As mentioned, it’s expected that DAC8 will now be implemented within the next 12 to 18 months. It will affect cryptoasset owners, both corporations and individuals, as well as cryptoasset creators and distributors.

It will mean a raft of additional regulatory requirements; an administrative burden covering KYC and reporting requirements for cryptoasset creators and distributors, plus a disclosure obligation for cryptoasset owners. It’s therefore imperative that any individual or company involved in this burgeoning industry checks their upcoming obligations under DAC8, and then prepares to implement a robust process to collate and report the required data.

Partnering with TMF Group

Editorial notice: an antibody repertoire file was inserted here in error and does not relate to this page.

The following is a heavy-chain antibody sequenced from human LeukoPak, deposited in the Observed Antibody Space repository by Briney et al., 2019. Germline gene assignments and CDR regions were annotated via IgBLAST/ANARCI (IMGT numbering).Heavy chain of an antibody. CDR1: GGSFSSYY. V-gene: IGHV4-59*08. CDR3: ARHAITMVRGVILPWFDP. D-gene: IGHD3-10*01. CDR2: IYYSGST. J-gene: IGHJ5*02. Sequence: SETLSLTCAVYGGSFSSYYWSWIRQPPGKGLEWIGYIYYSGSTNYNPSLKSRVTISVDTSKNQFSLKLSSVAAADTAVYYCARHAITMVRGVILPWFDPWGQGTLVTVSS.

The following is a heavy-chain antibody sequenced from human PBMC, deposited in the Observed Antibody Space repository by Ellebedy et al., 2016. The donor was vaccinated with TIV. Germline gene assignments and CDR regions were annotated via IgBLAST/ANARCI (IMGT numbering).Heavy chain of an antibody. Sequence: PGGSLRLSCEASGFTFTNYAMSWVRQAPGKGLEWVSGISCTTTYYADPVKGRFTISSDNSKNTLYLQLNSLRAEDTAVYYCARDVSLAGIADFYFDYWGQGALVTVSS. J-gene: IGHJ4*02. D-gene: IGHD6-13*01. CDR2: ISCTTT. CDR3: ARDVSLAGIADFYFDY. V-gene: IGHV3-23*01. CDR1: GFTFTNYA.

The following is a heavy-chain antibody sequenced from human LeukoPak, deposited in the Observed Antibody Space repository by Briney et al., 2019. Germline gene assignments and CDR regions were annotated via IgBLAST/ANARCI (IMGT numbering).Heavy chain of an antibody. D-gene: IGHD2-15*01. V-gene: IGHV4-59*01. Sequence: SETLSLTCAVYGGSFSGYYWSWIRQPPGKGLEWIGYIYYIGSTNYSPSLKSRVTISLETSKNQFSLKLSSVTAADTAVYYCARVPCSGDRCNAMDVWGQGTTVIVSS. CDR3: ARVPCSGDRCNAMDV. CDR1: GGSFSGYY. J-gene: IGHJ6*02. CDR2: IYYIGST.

We are actively monitoring the cryptocurrency and DeFi industry and keeping a close eye on evolving regulatory developments, so that we can help you to stay ahead of the curve and keep surprises to a minimum.

Our combination of global reach, local knowledge and multi-disciplinary expertise is your answer to the complex demands of cross-border compliance.

We can help you to conduct an initial assessment to see how DAC8 will impact your business, make an action plan, and then support your reporting. To find out more, get in touch today.